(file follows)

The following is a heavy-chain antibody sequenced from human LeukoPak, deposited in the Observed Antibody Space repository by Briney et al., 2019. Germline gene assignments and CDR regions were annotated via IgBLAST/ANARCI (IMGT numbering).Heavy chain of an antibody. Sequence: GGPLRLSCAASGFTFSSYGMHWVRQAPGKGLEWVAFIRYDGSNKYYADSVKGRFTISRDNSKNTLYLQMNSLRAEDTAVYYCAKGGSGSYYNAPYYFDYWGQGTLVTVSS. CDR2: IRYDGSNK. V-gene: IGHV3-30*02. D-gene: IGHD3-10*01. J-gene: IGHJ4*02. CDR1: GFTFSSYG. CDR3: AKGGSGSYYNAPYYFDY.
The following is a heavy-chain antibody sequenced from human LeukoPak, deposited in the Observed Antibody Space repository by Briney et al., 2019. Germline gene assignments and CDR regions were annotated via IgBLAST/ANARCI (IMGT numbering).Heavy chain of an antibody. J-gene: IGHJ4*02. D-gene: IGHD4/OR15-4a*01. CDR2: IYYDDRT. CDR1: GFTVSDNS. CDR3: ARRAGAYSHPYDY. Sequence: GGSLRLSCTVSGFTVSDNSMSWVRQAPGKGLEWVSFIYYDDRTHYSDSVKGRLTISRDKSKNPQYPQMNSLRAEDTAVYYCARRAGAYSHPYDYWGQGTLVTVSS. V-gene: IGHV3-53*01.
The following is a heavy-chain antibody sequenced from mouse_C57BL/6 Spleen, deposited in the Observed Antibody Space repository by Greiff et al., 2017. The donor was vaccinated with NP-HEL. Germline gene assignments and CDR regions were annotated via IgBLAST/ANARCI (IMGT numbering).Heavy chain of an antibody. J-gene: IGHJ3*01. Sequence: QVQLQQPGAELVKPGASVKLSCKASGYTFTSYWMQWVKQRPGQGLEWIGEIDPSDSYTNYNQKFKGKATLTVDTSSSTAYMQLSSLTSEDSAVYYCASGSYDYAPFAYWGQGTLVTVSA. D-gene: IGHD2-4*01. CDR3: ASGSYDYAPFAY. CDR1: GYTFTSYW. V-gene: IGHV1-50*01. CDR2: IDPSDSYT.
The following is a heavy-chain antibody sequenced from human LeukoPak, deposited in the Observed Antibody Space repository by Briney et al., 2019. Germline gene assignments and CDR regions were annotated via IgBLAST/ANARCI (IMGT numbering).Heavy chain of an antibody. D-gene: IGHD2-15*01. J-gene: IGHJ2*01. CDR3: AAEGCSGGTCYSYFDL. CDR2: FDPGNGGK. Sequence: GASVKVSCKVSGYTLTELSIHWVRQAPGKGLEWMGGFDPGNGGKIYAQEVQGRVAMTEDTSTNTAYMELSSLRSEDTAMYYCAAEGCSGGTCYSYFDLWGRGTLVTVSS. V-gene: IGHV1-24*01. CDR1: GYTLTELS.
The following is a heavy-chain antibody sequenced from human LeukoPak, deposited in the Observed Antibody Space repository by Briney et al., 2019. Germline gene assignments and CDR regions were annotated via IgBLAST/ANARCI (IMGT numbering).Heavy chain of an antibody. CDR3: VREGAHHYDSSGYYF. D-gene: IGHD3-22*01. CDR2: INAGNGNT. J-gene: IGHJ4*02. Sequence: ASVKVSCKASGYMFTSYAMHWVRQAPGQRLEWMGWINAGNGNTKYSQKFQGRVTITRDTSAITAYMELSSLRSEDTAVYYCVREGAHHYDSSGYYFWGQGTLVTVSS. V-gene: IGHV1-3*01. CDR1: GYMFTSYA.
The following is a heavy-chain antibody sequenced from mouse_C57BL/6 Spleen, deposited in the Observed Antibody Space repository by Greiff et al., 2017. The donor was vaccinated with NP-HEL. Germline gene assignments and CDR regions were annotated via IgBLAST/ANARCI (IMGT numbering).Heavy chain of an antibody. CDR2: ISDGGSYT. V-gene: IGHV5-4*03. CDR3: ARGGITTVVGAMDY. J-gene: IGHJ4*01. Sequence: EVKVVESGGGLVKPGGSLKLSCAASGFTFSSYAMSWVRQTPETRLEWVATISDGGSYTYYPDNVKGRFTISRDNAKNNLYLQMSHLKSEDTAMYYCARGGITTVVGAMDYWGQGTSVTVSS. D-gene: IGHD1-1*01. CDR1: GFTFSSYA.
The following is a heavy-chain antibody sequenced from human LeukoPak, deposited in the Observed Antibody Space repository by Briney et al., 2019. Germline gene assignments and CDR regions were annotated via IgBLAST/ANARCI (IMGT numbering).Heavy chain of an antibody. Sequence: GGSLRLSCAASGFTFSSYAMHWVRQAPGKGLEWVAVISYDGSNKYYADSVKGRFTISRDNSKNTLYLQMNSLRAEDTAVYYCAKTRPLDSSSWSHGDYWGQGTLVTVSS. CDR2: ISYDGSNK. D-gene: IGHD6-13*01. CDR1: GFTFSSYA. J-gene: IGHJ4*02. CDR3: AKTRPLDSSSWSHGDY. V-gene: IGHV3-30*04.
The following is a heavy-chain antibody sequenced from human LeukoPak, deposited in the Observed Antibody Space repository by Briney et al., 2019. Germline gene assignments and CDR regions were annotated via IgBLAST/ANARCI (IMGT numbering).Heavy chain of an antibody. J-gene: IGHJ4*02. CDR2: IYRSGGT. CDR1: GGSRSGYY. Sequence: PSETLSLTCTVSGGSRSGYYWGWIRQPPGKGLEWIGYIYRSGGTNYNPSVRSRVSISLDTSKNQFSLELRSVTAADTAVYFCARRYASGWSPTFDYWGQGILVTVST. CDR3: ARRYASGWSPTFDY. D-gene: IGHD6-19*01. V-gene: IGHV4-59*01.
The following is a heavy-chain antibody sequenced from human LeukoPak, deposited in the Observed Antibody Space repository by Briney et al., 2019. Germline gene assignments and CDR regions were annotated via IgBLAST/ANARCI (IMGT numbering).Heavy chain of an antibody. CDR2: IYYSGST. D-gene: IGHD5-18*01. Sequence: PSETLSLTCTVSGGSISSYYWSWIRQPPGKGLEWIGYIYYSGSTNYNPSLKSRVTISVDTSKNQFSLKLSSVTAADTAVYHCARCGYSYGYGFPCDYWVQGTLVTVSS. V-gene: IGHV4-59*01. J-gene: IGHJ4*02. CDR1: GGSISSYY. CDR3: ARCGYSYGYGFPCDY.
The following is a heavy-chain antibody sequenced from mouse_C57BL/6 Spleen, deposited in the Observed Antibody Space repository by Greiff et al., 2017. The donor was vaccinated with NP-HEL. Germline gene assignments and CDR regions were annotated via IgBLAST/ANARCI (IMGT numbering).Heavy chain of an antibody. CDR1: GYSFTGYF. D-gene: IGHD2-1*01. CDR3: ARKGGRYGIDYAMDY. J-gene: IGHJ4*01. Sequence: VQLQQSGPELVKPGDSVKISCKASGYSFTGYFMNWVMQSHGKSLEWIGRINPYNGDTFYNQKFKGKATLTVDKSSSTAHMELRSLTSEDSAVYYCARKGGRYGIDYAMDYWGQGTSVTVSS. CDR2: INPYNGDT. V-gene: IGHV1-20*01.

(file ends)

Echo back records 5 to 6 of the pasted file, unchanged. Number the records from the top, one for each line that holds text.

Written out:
The following is a heavy-chain antibody sequenced from human LeukoPak, deposited in the Observed Antibody Space repository by Briney et al., 2019. Germline gene assignments and CDR regions were annotated via IgBLAST/ANARCI (IMGT numbering).Heavy chain of an antibody. CDR3: VREGAHHYDSSGYYF. D-gene: IGHD3-22*01. CDR2: INAGNGNT. J-gene: IGHJ4*02. Sequence: ASVKVSCKASGYMFTSYAMHWVRQAPGQRLEWMGWINAGNGNTKYSQKFQGRVTITRDTSAITAYMELSSLRSEDTAVYYCVREGAHHYDSSGYYFWGQGTLVTVSS. V-gene: IGHV1-3*01. CDR1: GYMFTSYA.
The following is a heavy-chain antibody sequenced from mouse_C57BL/6 Spleen, deposited in the Observed Antibody Space repository by Greiff et al., 2017. The donor was vaccinated with NP-HEL. Germline gene assignments and CDR regions were annotated via IgBLAST/ANARCI (IMGT numbering).Heavy chain of an antibody. CDR2: ISDGGSYT. V-gene: IGHV5-4*03. CDR3: ARGGITTVVGAMDY. J-gene: IGHJ4*01. Sequence: EVKVVESGGGLVKPGGSLKLSCAASGFTFSSYAMSWVRQTPETRLEWVATISDGGSYTYYPDNVKGRFTISRDNAKNNLYLQMSHLKSEDTAMYYCARGGITTVVGAMDYWGQGTSVTVSS. D-gene: IGHD1-1*01. CDR1: GFTFSSYA.